Posted: 11:52 am EDT
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Related to our blog post on Colombia, and INL’s aerial eradication program there ( see State/INL: Anti-Drug Aerial Eradication in Colombia and the Cancer-Linked Herbicide, What Now?), please meet GMO advocate Dr. Patrick Moore who claimed that the chemical in Roundup weed killer is safe for humans to consume and “won’t hurt you” but refused to drink up. The video is originally from French cable channel Canal+. Forbes call this video “meaningless theater” but that “you wouldn’t want to drink a quart of it.”
Are we to understand that anyone who claims in an interview that this herbicide is safe for humans will now be asked to drink up from now on?
And might those who advocate that aerial spraying is safe will now be asked to live TDY in the target areas for aerial fumigation?
For the record, Embassy Bogota states that “the spray program adheres to all Colombian and U.S. environmental laws and applies a dose of glyphosate to coca that is well within the manufacturer’s recommendations for non-agricultural use.” Online information appears outdated.
Following our inquiries about the aerial eradication in Colombia, a State Department official made the following points to us:
- Glyphosate is a frequently assessed and tested substance, having been intensely examined for decades. The overwhelming body of scientific literature has consistently found glyphosate to be safe when used correctly for both humans and the environment.
- Glyphosate is approved for use in all 50 US states, Canada, and the EU.
- Glyphosate is widely used in Colombia for agricultural purposes. Indeed, only about 9 percent of glyphosate used in Colombia is used in the drug eradication effort – the other 91 percent is used for agricultural purposes.
- The spraying program against coca has played the critical role in decreasing the area of coca under cultivation by more than 50 percent, denying criminal groups access to illicit resources.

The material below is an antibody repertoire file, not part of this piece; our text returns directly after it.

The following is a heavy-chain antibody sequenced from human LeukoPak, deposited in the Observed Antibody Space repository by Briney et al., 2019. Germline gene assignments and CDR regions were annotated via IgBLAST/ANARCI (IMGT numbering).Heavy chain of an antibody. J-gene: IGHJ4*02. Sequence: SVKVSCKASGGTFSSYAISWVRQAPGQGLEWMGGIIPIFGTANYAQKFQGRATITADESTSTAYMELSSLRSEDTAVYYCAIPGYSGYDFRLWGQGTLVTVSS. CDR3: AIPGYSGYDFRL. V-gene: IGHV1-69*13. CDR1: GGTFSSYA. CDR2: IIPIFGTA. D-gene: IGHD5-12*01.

Last week, the NYT cited Daniel Mejia, a Bogota-based economist who is chairman of an expert panel advising the Colombian government on its drug strategy; he said that the new WHO report is by far the most authoritative and could end up burying the fumigation program.
“Nobody can accuse the WHO of being ideologically biased,” Mejia said, noting that questions already had been raised about the effectiveness of the spraying strategy and its potential health risks. A paper he published last year, based on a study of medical records between 2003 and 2007, found a higher incidence of skin problems and miscarriages in districts targeted by aerial spraying.
Hey, isn’t this the same guy who previously talked to the INL folks at the U.S. Embassy in Colombia?
So in essence, the U.S. government had been presented evidence that might prevent certification? Anyone interested in looking at that new data?
What happened to the purported cable that was sent through the Dissent Channel (pdf) last year on this specific topic? Filed and forgotten?
Meanwhile, the spraying continues . . . .but there’s no shortage of Colombian trafficked cocaine on U.S. streets.
Last week, Reuters reported that U.S. authorities confiscated a $180 million shipment of cocaine from Colombian drug traffickers aboard a boat on the Pacific Ocean bound for the United States. The Drug Enforcement Administration (DEA) reportedly found 5.28 tonnes of the drug aboard that vessel, a small fraction of what is reportedly 300-500 metric tons of trafficked cocaine from Colombia.
Below is the most recent completed report on aerial eradication in Colombia dated 2011. We understand that the report for Fiscal Year 2015 is currently being drafted.